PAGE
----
AISLE SAY San Francisco


Music by Lucy Simon
Book and lyrics by Marsha Norman
Based on the novel by Frances Hodgson Burnett
Directed by Robert Kelley
Presented by TheatreWorks
Lucie Stern Theatre
1305 Middlefield Road, Palo Alto, CA / (650) 463-1960

Reviewed by Judy Richter

Frances Hodgson Burnett's novel "The Secret Garden" has been a favorite for generations of readers, especially younger ones. Now it has become a musical that has been an audience favorite since its Broadway debut in 1991. TheatreWorks first produced it in 1995 and now has brought it back as a nicely wrapped holiday gift.

When one listens to the recording, Lucy Simon's music seems almost operatic with numerous ensembles in which individual lyrics are often hard to distinguish. This is not the case in the TheatreWorks production. Thanks to musical director William Liberatore (who also conducts from the keyboard) and the blend by an excellent cast of singers, each character's thoughts are easy to follow.

Likewise, Robert Kelley's staging, aided by a first-rate design team, keeps things clear as live characters and ghosts often occupy the stage simultaneously. Marsha Norman's book (she also wrote the lyrics) starts the action in Colonial India in 1906 as a cholera epidemic kills thousands of people. The victims include the servants and parents of young Mary Lennox (Angelina Wahler, alternating with Rachel Sue), who is bundled off to the gloomy home of her uncle in northern Yorkshire, England.

It's a house of secrets and sadness as her uncle, Archibald Craven (Joe Cassidy), is still mourning the death of his wife, Lily (Patricia Noonan), some 10 years ago. Still, Mary finds companionship with three servants: chambermaid Martha (Courtney Stokes), Martha's brother, Dickon (Alex Brightman), and gardener Ben Weatherstaff (Daniel Olson).

Eventually Mary discovers her bedridden cousin Colin (Charlie Ibsen, alternating with Andrew Apy), Archibald and Lily's son. He's kept hidden away, it seems, at the bidding of Archibald's younger brother, Dr. Neville Craven (Noel Anthony), who not only secretly loved Lily but also covets the estate. Mary also discovers Lily's garden, which has been locked behind a tall wall ever since her death. Thanks to her efforts, along with help from the three servants, she revives the garden, helps restore Colin to health and finally rouses Archibald from his depression.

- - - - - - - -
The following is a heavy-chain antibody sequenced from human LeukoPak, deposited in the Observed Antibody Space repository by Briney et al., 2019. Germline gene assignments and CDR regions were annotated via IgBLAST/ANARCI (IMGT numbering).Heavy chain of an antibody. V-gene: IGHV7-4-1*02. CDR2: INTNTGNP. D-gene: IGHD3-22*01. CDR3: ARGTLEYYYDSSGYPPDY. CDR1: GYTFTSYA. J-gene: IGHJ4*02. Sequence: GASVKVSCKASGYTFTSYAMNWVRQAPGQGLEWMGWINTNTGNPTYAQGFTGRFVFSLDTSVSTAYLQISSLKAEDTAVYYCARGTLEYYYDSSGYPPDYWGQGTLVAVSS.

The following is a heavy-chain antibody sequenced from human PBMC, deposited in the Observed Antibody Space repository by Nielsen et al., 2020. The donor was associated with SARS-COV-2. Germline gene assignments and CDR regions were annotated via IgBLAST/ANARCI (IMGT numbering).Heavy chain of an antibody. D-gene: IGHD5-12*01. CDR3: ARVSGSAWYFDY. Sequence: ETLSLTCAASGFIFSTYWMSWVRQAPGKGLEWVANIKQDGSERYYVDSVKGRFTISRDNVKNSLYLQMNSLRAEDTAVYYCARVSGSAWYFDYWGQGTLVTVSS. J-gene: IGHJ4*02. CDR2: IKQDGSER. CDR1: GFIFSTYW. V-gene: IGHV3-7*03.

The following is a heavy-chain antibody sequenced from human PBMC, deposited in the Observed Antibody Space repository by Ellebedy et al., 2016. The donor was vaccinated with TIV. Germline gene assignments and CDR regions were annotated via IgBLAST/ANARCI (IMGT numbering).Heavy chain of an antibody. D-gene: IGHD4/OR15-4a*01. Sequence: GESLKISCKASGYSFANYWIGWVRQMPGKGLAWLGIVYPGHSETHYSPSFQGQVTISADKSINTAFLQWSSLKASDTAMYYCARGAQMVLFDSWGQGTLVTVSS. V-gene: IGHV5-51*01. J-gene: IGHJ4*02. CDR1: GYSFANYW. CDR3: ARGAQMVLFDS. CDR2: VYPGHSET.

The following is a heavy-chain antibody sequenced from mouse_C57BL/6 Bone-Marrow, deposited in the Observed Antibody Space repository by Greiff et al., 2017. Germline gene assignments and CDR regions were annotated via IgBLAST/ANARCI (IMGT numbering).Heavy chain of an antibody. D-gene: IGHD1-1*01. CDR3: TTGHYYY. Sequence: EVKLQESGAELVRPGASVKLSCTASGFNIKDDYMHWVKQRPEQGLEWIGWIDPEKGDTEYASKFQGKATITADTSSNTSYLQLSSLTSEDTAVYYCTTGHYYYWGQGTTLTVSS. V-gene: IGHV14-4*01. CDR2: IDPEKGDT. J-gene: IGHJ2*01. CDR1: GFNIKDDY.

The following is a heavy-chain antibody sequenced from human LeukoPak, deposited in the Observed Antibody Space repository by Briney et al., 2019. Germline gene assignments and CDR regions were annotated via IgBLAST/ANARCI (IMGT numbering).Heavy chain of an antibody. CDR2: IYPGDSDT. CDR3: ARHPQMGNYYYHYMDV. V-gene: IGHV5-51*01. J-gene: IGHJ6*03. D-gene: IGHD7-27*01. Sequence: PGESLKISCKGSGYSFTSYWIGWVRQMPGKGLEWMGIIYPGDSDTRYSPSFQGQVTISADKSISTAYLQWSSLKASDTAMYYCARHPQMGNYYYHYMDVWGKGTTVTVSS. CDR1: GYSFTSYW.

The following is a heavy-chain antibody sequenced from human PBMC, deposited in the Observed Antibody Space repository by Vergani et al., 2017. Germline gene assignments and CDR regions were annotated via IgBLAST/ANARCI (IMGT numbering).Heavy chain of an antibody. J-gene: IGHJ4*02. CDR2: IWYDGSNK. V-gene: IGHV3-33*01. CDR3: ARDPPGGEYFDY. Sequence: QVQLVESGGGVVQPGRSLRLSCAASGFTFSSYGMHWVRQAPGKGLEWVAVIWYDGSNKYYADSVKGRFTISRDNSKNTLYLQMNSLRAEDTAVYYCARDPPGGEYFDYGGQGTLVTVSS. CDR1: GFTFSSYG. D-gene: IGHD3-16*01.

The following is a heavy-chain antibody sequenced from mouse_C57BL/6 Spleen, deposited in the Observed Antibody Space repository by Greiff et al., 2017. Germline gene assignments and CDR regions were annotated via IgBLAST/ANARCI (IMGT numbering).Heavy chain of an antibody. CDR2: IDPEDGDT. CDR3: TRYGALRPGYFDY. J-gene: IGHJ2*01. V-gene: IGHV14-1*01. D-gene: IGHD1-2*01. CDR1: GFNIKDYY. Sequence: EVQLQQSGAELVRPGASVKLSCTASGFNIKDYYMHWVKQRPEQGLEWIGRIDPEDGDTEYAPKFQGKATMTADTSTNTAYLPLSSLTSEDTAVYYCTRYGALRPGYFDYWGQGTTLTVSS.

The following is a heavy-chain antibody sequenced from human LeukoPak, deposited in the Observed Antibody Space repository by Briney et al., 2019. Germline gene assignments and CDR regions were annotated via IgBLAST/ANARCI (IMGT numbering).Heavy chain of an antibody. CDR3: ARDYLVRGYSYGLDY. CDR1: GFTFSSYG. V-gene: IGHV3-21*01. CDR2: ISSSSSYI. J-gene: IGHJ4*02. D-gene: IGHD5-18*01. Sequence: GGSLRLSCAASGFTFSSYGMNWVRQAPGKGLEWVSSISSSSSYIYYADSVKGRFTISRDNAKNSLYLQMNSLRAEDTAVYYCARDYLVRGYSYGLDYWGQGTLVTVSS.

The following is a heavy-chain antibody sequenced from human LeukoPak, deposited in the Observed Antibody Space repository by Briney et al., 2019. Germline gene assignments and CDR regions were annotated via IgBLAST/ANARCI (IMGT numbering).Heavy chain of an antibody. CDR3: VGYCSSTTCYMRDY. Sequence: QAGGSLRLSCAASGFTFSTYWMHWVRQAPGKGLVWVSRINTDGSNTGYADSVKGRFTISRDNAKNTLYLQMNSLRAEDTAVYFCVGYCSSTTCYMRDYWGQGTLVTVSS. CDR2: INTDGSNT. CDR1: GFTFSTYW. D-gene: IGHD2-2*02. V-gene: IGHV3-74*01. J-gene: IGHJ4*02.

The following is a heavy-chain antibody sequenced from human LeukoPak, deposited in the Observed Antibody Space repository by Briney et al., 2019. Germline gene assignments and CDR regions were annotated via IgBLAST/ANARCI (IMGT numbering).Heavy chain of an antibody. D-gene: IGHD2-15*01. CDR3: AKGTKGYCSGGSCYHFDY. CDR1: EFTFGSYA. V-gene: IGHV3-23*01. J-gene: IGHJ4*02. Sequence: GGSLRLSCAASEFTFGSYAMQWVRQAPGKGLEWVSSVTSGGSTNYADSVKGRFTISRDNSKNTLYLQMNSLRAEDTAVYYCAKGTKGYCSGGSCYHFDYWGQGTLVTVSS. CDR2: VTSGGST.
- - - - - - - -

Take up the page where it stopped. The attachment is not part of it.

Costumes by Fumiko Bielefeldt help to distinguish the ghosts from the live people. Besides Noonan as Lily, the ghosts are played by Sharon Rietkerk as Rose Lennox, her sister and Mary's mother; Robert Brewer as Capt. Albert Lennox, Mary's father; Mrigendra Steiner as Ayah, Mary's nanny; and Adam Theodore Barry as Fakir, a mystic. Other live characters are portrayed by Leanne Borghesi as Mrs. Medlock, the dour housekeeper; and Steiner as a headmistress.

Joe Ragey's fluid scenic design, complemented by Pamila Z. Gray's lighting and Jeff Mockus's sound, helps the action move smoothly. The minimal choreography is nicely done by Molly Bell. All of the performers are excellent singers and actors, but Wahler deserves extra kudos as Mary.This poised sixth-grader, who already has impressive credits, is totally believable in the role, a real pro. Except for Brightman, who needs to bring his Dickon portrayal down a notch or two, all of the performers excel in solos. They also blend well. This is especially true of Cassidy and Anthony in "Lily's Eyes."

This return of "The Secret Garden" is most welcome, a fine way to celebrate a festive season.

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